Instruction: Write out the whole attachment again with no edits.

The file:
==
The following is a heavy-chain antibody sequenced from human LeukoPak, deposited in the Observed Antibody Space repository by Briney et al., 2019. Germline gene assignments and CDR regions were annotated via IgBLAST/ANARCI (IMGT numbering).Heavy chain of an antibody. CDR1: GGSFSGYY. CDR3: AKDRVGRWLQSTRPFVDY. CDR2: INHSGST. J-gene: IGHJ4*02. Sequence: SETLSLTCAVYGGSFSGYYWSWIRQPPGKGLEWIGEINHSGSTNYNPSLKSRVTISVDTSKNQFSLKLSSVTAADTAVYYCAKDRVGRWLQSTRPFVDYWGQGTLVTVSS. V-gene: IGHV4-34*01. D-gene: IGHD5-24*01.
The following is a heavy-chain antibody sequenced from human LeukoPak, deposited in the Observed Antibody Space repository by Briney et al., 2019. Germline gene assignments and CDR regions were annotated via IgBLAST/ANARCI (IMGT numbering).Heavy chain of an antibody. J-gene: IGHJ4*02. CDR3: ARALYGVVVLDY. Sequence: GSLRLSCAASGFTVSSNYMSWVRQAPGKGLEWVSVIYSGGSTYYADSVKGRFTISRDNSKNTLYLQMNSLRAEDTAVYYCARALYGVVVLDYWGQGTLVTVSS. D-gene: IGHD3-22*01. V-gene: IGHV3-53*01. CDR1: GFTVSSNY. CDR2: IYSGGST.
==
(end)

The following is a heavy-chain antibody sequenced from human LeukoPak, deposited in the Observed Antibody Space repository by Briney et al., 2019. Germline gene assignments and CDR regions were annotated via IgBLAST/ANARCI (IMGT numbering).Heavy chain of an antibody. CDR1: GGSFSGYY. CDR3: AKDRVGRWLQSTRPFVDY. CDR2: INHSGST. J-gene: IGHJ4*02. Sequence: SETLSLTCAVYGGSFSGYYWSWIRQPPGKGLEWIGEINHSGSTNYNPSLKSRVTISVDTSKNQFSLKLSSVTAADTAVYYCAKDRVGRWLQSTRPFVDYWGQGTLVTVSS. V-gene: IGHV4-34*01. D-gene: IGHD5-24*01.
The following is a heavy-chain antibody sequenced from human LeukoPak, deposited in the Observed Antibody Space repository by Briney et al., 2019. Germline gene assignments and CDR regions were annotated via IgBLAST/ANARCI (IMGT numbering).Heavy chain of an antibody. J-gene: IGHJ4*02. CDR3: ARALYGVVVLDY. Sequence: GSLRLSCAASGFTVSSNYMSWVRQAPGKGLEWVSVIYSGGSTYYADSVKGRFTISRDNSKNTLYLQMNSLRAEDTAVYYCARALYGVVVLDYWGQGTLVTVSS. D-gene: IGHD3-22*01. V-gene: IGHV3-53*01. CDR1: GFTVSSNY. CDR2: IYSGGST.